Push2 is the latest instrument I’m learning and with that and my Novation Launchkey keyboard, I’m hoping to advance more in more in creating my own melodies, instead of relying on loops and samples. Recently, a collab partner from FAWM told me he wants to release one of our songs commercially, but the melody was not copyright free so we could not use it. Between his piano skills and my production skills, I think we’ve come up with something we can use instead.
I have no idea where music will take me, even if it’s just the thrill of making it for myself, but I’m excited when I think about how far I’ve come from Silicon Valley production editor to producing my own music.
So I found another red bookcase I confiscated from the loft (lol!) and don’t need to buy that red table I showed in my previous post. And then I swapped everything to the opposite side I’m quite pleased with the outcome.
I finally did it – ordered Push 2! It’s on its way. In the meantime, I’m finishing up some tutorials highlighting the new features on Ableton Live 11.
To experiment, I started playing around with some Disco sounds and came up with this track – it may be the last track I create in Ableton 11 before getting Push 2. Curious what I will do with Push 2, but the part that I find the most intriguing is the drum sequencer. We’ll see how it goes…
And then there’s that Dub/Techno riff I mentioned earlier… perhaps that will be the first track using Push 2.
Will Rogers may have said, “I never met a man I didn’t like,” but my mother once said, “I never met a machine I didn’t like.”
Reading some of the “End of Absence” book I mentioned in my previous post, I realized a couple of things:
- The problem today isn’t the internet, it’s social media
- How you perceive problems today is who you are
In illustrating the “problem” today, the author tells the story of babies used to pinching an iPad to gain a bigger view and doing the same thing to a newspaper or magazine, as if that’s a problem.
The truth is, I do the same thing when I’m using a laptop. So used to mobile devices, I automatically expect the same thing on a laptop. Besides, when the baby gets older, he’ll know the difference between a paperback and an iPad. And no doubt they will still be around. After all, vinyl records have made a comeback when people thought they were gone for good.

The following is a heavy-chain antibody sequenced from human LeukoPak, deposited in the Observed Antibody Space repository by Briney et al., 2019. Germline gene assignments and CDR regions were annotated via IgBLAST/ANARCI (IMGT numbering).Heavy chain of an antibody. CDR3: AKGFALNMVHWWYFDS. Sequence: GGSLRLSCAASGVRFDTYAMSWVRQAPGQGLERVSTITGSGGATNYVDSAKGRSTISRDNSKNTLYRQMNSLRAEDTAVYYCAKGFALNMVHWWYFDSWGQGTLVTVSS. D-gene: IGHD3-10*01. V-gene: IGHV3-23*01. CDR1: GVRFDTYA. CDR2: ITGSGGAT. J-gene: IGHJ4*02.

I believe in human nature, and if all this technology creates a problem in the future, they’ll figure it out.
As for kids texting each other when they’re sitting next to each other, perceiving it as a need for companionship without the hassles of real-life people, I have to say that maybe that is a valid solution in today’s crowded, super busy world. If you know history or have watched movies set in the past or have read historical fiction, you’re aware of the “mountain” men who struggled when this country began to be populated. They increasingly sought out the wilderness, going to Alaska, etc.
So maybe texting each other, even in the same room is okay if you’re not neglecting other people in the room. Introverts react to today differently than extroverts.
Artists (writers, musicians, painters, etc) may react differently, too.
I’m definitely an introvert and have been using computers since 1976, unlike most people of my generation who reluctantly started using computers only when “forced” to.
I’m probably more comfortable behind a computer than sitting in a group of people I’m expected to interact with. But no worries there, I remember my mother, a business machines major back in the 1950s, once said, “I never met a machine I didn’t like.” We teased her about that and she laughed, a bit embarrassed. But oh so telling.
People are different and we all react to today’s technology differently. I, personally think the problem is social media, not technology. I’m absolutely thrilled how technology has given me the opportunity to create electronic dance music. I may be older and do not have kids so I don’t always know what’s going on with them, but my music is one way I connect with younger people. And I love that.